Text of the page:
Bennett Medical College
Internet Archive contains the 1875 catalog for Bennett Medical College. HathiTrust has the 1913-14 catalog, issued after Bennett had become the medical college for Loyola University. Faculty from Bennett also edited a journal called Chicago Medical Times in which college activities are often mentioned. The 1916 Emdee is now available through Internet Archive.
Bennett Medical College of Eclectic Medicine and Surgery was chartered by the state of Illinois in 1868 and opened in two rooms for 19 students that fall. The aim of the school was to “furnish instructions of a practical character, so as to send out well qualified practitioners of medicine rather than scientific doctors.” As an eclectic school, it asserted “the right of private judgment upon all matters of scientific difference.” The college was open to both males and females.
Among listed graduation requirements in 1875 were these: the candidate had to be 21 years old and have “good moral character.” The student must have completed two courses of lectures, but four years of “honorable practice” could be substituted for one course. A course of lectures lasted six months. The candidate had to pass “satisfactory and honorable” exams in each department. The 1875 graduation class totaled 32, with an additional ad eundem or courtesy degree.
The Flexner report of 1910 was not kind to Bennett Medical College, noting that the entrance requirements were “nominal,” that the facilities were in a “wretched condition,” that the clinical experience was “utterly inadequate” for students and that, above all, it was a for-profit venture essentially owned by the dean. However the school received a grade of “B” from the A.M.A. But A.M.A. pressures for medical schools to become associated with universities to improve entrance requirements and enhance academic opportunities led to Bennett's becoming the medical college for Loyola University in 1910.
By 1913 the graduation requirements had been extended to four courses of eight months each, during which students attended lectures, recitations and conferences and worked in laboratories. Between the Cook County Hospital and the Jefferson Park Hospital, students received daily clinical instruction. In 1915 Loyola assumed complete control of the school, and the Bennett name passed into history.
Phi Chi Delta fraternity. https://archive.org/stream/emdee1916unse#page/184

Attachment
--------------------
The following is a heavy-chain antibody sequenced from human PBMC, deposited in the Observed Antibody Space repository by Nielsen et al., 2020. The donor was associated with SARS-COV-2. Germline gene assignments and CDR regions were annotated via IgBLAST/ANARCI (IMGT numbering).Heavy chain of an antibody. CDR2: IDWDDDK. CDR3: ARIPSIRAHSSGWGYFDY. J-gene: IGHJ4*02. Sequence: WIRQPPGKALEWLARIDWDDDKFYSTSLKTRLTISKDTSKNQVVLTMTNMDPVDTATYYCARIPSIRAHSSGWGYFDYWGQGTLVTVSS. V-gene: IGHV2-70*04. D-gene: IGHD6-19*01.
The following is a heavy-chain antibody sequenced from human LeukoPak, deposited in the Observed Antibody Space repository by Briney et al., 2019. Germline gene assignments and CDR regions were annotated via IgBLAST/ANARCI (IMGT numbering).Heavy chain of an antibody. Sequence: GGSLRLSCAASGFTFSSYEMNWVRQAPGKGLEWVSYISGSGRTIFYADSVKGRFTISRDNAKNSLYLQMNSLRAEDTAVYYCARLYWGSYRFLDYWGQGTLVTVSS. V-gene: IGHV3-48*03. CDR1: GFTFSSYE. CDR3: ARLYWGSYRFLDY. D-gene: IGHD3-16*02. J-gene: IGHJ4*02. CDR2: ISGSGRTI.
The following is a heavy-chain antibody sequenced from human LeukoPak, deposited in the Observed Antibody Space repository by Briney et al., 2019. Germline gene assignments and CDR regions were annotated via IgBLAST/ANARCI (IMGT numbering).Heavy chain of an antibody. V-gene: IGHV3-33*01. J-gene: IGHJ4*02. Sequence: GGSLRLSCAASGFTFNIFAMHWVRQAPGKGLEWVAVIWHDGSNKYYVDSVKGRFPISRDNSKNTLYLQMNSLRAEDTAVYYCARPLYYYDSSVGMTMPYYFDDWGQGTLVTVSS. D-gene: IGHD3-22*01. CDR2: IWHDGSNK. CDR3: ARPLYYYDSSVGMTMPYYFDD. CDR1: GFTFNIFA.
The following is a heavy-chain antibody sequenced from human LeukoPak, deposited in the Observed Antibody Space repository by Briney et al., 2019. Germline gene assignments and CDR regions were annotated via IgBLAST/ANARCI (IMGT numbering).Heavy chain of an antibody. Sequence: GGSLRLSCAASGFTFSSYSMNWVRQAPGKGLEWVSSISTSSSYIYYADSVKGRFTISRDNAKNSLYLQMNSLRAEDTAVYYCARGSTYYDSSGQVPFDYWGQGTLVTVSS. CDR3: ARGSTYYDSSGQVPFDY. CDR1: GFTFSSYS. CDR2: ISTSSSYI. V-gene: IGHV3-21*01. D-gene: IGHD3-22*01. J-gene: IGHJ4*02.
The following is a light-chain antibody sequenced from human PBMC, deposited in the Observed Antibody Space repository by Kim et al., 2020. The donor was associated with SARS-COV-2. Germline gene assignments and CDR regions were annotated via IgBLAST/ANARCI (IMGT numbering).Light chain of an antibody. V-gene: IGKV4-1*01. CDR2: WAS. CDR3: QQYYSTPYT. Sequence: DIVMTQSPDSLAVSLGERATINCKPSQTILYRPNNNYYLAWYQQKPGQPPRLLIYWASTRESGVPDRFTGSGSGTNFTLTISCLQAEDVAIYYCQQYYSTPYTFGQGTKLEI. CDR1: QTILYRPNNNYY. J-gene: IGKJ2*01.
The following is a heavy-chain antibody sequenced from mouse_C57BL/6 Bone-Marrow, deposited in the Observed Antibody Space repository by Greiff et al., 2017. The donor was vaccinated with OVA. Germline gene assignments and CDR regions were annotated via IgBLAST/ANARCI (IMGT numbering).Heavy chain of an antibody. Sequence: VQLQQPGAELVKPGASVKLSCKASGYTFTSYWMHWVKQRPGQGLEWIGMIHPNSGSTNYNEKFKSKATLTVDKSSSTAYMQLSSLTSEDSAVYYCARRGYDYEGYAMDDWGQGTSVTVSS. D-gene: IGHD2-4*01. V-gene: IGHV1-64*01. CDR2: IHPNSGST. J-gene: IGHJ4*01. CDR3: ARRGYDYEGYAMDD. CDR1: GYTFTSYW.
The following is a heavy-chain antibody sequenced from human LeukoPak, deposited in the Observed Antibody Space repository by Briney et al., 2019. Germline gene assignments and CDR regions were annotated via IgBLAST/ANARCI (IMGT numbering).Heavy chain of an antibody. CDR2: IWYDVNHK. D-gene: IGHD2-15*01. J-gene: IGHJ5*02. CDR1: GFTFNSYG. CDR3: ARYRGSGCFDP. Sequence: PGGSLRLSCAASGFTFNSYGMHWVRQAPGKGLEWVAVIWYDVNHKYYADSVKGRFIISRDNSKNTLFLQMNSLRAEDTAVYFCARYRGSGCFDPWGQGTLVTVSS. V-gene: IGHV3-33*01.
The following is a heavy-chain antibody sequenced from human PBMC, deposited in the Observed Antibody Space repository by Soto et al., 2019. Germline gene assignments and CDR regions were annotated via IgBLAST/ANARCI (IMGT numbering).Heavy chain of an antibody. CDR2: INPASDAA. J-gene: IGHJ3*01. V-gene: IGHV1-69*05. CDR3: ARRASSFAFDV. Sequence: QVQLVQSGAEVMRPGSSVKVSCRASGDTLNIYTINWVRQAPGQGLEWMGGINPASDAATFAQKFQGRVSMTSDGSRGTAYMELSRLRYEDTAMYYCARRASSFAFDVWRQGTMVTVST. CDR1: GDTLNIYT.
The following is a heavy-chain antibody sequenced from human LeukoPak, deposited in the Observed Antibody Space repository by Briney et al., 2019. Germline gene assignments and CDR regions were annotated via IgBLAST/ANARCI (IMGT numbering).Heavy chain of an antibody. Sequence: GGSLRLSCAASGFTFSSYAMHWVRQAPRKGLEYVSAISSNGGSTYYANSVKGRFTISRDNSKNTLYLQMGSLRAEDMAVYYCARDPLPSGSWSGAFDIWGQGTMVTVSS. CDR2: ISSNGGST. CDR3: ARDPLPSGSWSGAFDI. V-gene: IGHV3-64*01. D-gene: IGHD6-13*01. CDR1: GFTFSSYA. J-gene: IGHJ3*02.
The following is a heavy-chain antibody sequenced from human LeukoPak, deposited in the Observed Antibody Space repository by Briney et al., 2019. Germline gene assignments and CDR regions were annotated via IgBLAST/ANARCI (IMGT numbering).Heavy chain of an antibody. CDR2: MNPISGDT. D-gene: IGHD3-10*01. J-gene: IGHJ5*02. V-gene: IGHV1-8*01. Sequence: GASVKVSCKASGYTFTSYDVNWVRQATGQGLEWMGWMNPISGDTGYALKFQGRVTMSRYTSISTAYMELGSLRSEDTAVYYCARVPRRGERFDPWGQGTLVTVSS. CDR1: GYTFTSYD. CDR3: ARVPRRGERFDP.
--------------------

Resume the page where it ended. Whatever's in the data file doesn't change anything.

Bricks and Mortar
After the Great Fire of 1871, Bennett began construction of a new building on State Street. That building became the signature for the school, appearing as an advertising logo.
Still later Bennett moved to a new location at the northwest corner of Fulton and Cook Streets. The 1913-14 catalog says that this building was “built for medical purposes.” It contained two amphitheaters, four lecture halls, a number of clinic rooms, two floors of laboratories, a library with reading room and a drug room. A 1910 addition added more laboratories for the study of physiology, chemistry, pathology, bacteriology, histology, and pharmacology. The top floor was dedicated to the study of anatomy.
That catalog notes that Jefferson Park Hospital was controlled by the college so that students had access to patients. Students also did clinical work at City Hospital, only a ten- minute walk away.
In 1917 after Bennett Medical College had passed on to Loyola University, the Fulton Street building was abandoned in favor of one on the Loyola Campus. When last reported, the Chicago School of Sanitary Instruction occupied the Fulton Street buildings. The present Google map shows a vacant lot at 1358 Fulton Street.
Bennett Medical College Fulton Street Building. (Chicago Nostalgia and Memorablia <chuckmanchicagonostalgia.wordpress.com>)
Several newspapers reported in 1900 that Bennett Medical College students had held a rally in support of a football program, in which they were joined by Bishop Samuel Fellows, a counselor at the school. In that same year a team from Bennett either defeated Dixon College 45-0 or were defeated by the same score, the game report being unclear. College Football Data Warehouse shows games as early as 1899—a tie with Lake Forest and losses to Morgan Park Military Academy, and Commercial Athletic Club. The 1900 team also lost to Rennsalaer AC and Lake Forest. The 1901 team lost to Lake Forest. The most ambitious football undertaking was in 1905 when the team lost to Marquette and Notre Dame and tied North Central College.